As we enter the decade of commemoration, the centenary of the period 1912-23, arguably the most important in the state, this column will provide an insight into how Edenderry & environs was affected. From the First World War to the War of Independence these miscellaneous accounts aim to provide an insight into all that was occurring at the time.
Capt S. Rait Kerr RFA who fell on 13 May 1915 was 27 years old and was the eldest surviving son of Mr Rait Kerr, Rathmoyle, Rhode. He was educated at Rugby and the Royal Military Academy Woolwich, 2nd Lieutenant in the RFA in December 1907, lieutenant in Dec 1910, Capt in November last. Served in South Africa, India and was on home leave when the war broke out. Went to the front with the G battery RHA in early November 1914 and put in charge of a Howitzer battery in April. His eldest brother Capt William Charles Rait Kerr D.S.O RFA was killed at Ypres on 10 November 1914.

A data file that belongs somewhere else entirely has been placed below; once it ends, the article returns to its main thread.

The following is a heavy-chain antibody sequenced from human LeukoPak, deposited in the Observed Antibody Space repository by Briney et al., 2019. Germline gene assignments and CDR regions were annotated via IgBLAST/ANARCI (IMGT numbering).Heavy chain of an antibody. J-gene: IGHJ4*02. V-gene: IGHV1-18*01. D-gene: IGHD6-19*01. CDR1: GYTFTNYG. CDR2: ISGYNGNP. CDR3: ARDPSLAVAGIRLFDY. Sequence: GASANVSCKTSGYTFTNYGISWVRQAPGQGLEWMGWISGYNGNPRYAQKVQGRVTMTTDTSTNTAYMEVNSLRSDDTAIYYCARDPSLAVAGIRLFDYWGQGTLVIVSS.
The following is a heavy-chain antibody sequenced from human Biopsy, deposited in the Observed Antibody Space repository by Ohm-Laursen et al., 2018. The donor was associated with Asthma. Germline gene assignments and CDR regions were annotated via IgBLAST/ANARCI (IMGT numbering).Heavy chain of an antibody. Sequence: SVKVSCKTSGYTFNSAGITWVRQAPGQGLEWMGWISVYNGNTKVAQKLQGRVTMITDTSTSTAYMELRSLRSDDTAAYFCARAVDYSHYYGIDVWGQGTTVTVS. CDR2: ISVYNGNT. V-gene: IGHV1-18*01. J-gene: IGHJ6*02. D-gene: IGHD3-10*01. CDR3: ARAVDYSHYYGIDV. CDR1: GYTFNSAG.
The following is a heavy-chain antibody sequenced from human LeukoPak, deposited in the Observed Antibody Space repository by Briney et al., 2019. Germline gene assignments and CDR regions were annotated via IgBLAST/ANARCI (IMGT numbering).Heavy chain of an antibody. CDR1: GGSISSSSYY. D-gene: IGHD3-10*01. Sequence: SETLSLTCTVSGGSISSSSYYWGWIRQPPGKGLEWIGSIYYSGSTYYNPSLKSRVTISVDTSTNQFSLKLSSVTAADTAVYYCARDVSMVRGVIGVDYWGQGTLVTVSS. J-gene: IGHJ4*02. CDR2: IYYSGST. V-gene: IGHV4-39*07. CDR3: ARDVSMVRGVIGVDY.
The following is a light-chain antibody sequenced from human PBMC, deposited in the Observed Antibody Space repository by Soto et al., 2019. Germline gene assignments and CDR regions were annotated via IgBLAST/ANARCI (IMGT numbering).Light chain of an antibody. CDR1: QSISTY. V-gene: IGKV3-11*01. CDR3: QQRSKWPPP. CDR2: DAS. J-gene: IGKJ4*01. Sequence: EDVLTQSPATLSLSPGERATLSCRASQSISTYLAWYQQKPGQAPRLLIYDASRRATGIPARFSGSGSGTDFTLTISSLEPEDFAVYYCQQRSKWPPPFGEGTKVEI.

Severing links with Britain
On 20 October 1920 Edenderry district council and the board of guardians severed all connections with the British government. From now on all minutes of the Edenderry Poor Law Union are to be sent to Dail Eireann. At the meeting of the Edenderry Union were Liam De Burca in the chair, R McCann, T O’Connor, S Hickey, H Whelan, P Ennis, J Mangan, L Allen, D Callan and J O’Neill. Severing connections they stated that 'we hereby sever all connections with the British government and recognise only departments of Dail Eireann'.